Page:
The Angolan government says the United States and other countries have begun sending food and other relief supplies for former UNITA rebels, some of whom are dying of malnutrition and disease.

Tens of thousands of former rebels are being housed in 38 government-run camps following last month's cease-fire accord that ended a 27-year civil war.

Angolan officials say two U.S. cargo planes carrying tents and medical supplies for the camps arrived in the capital Luanda on Wednesday. They say ships carrying food are also arriving from other countries. The Associated Press quotes an Angolan army commander, General Pedro Neto, as saying that an average of 120 former rebel fighters and their family members are dying from disease and hunger every day at the camps.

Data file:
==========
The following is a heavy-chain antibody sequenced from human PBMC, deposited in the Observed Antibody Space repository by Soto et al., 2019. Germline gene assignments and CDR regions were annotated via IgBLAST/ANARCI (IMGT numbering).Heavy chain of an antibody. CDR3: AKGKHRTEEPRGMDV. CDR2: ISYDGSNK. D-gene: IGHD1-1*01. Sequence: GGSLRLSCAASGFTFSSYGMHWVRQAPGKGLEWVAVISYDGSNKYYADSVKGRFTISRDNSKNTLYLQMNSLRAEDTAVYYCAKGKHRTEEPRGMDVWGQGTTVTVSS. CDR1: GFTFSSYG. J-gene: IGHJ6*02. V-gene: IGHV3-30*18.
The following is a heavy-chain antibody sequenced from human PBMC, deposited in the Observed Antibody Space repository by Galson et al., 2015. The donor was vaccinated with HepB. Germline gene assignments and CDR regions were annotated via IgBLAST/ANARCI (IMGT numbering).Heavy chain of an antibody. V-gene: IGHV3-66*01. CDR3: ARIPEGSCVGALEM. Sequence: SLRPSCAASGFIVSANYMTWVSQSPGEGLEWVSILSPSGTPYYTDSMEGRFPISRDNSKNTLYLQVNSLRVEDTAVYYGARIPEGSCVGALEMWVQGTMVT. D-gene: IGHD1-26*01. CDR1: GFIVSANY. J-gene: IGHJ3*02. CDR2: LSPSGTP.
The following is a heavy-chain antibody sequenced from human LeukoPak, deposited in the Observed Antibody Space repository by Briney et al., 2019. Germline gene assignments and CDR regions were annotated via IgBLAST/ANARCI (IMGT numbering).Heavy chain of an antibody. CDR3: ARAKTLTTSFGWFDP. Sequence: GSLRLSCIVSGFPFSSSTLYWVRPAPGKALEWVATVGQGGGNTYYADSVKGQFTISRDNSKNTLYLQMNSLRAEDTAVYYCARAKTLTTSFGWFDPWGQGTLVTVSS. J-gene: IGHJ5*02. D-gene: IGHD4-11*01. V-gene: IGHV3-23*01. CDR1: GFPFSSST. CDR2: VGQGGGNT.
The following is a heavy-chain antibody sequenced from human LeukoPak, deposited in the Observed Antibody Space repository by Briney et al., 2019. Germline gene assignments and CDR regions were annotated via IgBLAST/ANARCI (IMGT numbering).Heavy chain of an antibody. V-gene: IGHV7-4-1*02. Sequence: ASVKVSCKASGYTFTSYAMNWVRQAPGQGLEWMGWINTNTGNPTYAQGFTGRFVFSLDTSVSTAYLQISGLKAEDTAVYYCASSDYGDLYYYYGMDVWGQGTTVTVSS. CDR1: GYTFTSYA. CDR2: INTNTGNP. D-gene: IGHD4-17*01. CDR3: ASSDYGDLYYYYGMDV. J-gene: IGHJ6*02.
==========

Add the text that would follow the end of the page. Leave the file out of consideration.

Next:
On Tuesday, the top U.N. advisor on Angola warned that unless the former rebels receive help quickly they could resort to large scale banditry.

U.N. officials say more than 65,000 UNITA soldiers and 160,000 of their family members have arrived at the 38 special camps since the April 4 cease-fire and another 15,000 more are expected in the near future.

The Angolan government and the rebels signed the ceasefire accord following the death of longtime UNITA leader Jonas Savimbi in February.

Some four million people have been displaced from their homes as a result of the conflict.